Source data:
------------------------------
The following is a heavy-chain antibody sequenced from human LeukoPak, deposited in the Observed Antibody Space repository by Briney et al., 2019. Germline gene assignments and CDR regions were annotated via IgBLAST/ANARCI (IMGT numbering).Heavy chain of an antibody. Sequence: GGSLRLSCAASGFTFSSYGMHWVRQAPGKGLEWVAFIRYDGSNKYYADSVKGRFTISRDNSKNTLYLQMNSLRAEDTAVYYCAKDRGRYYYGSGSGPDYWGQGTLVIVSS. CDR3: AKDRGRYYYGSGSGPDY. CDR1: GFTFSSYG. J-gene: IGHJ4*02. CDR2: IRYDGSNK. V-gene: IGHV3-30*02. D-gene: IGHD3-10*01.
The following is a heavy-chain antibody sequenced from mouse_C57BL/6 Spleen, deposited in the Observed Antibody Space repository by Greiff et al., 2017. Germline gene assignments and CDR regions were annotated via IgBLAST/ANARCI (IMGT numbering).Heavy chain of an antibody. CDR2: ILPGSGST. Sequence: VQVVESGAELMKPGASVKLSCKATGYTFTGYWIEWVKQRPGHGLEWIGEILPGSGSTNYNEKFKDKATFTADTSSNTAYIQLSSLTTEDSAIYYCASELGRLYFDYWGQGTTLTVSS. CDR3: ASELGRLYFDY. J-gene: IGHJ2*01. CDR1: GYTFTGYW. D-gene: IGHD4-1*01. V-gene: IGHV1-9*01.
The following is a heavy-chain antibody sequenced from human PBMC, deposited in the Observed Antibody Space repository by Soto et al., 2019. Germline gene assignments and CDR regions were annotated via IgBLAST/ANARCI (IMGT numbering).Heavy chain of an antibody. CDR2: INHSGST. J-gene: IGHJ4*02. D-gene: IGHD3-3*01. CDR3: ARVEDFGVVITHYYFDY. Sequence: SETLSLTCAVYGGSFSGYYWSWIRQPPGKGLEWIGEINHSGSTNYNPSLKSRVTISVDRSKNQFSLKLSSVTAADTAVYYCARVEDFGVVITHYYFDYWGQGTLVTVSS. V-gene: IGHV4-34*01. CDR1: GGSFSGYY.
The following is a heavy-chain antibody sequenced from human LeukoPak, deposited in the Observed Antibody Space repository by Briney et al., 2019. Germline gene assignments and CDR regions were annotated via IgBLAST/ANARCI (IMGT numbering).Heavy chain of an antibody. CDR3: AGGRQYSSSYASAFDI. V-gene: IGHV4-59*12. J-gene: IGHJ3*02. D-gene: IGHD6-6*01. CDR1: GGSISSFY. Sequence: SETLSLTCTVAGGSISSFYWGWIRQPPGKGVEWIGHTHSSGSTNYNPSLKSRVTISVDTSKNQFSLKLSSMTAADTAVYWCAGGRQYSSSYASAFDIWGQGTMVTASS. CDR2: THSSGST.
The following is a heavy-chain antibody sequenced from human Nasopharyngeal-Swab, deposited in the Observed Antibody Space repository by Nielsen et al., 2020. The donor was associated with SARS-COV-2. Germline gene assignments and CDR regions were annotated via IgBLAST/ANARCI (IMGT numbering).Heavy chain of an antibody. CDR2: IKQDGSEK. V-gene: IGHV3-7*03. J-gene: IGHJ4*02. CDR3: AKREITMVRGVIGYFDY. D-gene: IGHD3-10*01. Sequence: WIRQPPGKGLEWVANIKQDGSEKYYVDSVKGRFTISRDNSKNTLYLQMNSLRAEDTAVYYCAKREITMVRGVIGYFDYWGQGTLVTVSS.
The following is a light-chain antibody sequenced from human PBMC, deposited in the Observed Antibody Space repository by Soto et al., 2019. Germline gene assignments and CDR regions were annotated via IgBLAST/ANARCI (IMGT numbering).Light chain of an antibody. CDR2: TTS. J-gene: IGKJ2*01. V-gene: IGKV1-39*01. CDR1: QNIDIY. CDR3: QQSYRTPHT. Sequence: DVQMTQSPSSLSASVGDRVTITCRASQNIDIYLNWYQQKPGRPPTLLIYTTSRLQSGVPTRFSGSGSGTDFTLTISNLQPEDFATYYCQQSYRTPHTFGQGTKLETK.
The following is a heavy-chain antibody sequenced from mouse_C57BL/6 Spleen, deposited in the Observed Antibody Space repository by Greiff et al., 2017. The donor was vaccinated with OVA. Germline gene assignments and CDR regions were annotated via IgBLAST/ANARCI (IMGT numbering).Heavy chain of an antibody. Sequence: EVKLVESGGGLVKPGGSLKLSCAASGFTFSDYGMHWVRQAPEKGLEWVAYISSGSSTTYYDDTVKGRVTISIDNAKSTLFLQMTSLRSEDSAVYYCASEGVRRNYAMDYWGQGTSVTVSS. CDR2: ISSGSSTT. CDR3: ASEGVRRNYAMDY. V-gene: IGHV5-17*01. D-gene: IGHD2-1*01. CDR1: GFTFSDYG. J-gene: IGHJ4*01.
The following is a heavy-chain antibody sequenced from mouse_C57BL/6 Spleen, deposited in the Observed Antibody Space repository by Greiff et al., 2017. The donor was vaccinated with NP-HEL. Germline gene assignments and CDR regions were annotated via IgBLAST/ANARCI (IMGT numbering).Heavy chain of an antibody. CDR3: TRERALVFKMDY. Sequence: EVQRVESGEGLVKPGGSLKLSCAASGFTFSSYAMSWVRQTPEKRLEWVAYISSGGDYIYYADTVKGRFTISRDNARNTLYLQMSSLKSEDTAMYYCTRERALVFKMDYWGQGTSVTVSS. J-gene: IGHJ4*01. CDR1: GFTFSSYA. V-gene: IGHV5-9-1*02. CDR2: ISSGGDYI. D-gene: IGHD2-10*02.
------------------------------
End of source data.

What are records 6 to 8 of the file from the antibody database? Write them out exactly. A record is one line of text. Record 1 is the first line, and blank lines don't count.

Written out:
The following is a light-chain antibody sequenced from human PBMC, deposited in the Observed Antibody Space repository by Soto et al., 2019. Germline gene assignments and CDR regions were annotated via IgBLAST/ANARCI (IMGT numbering).Light chain of an antibody. CDR2: TTS. J-gene: IGKJ2*01. V-gene: IGKV1-39*01. CDR1: QNIDIY. CDR3: QQSYRTPHT. Sequence: DVQMTQSPSSLSASVGDRVTITCRASQNIDIYLNWYQQKPGRPPTLLIYTTSRLQSGVPTRFSGSGSGTDFTLTISNLQPEDFATYYCQQSYRTPHTFGQGTKLETK.
The following is a heavy-chain antibody sequenced from mouse_C57BL/6 Spleen, deposited in the Observed Antibody Space repository by Greiff et al., 2017. The donor was vaccinated with OVA. Germline gene assignments and CDR regions were annotated via IgBLAST/ANARCI (IMGT numbering).Heavy chain of an antibody. Sequence: EVKLVESGGGLVKPGGSLKLSCAASGFTFSDYGMHWVRQAPEKGLEWVAYISSGSSTTYYDDTVKGRVTISIDNAKSTLFLQMTSLRSEDSAVYYCASEGVRRNYAMDYWGQGTSVTVSS. CDR2: ISSGSSTT. CDR3: ASEGVRRNYAMDY. V-gene: IGHV5-17*01. D-gene: IGHD2-1*01. CDR1: GFTFSDYG. J-gene: IGHJ4*01.
The following is a heavy-chain antibody sequenced from mouse_C57BL/6 Spleen, deposited in the Observed Antibody Space repository by Greiff et al., 2017. The donor was vaccinated with NP-HEL. Germline gene assignments and CDR regions were annotated via IgBLAST/ANARCI (IMGT numbering).Heavy chain of an antibody. CDR3: TRERALVFKMDY. Sequence: EVQRVESGEGLVKPGGSLKLSCAASGFTFSSYAMSWVRQTPEKRLEWVAYISSGGDYIYYADTVKGRFTISRDNARNTLYLQMSSLKSEDTAMYYCTRERALVFKMDYWGQGTSVTVSS. J-gene: IGHJ4*01. CDR1: GFTFSSYA. V-gene: IGHV5-9-1*02. CDR2: ISSGGDYI. D-gene: IGHD2-10*02.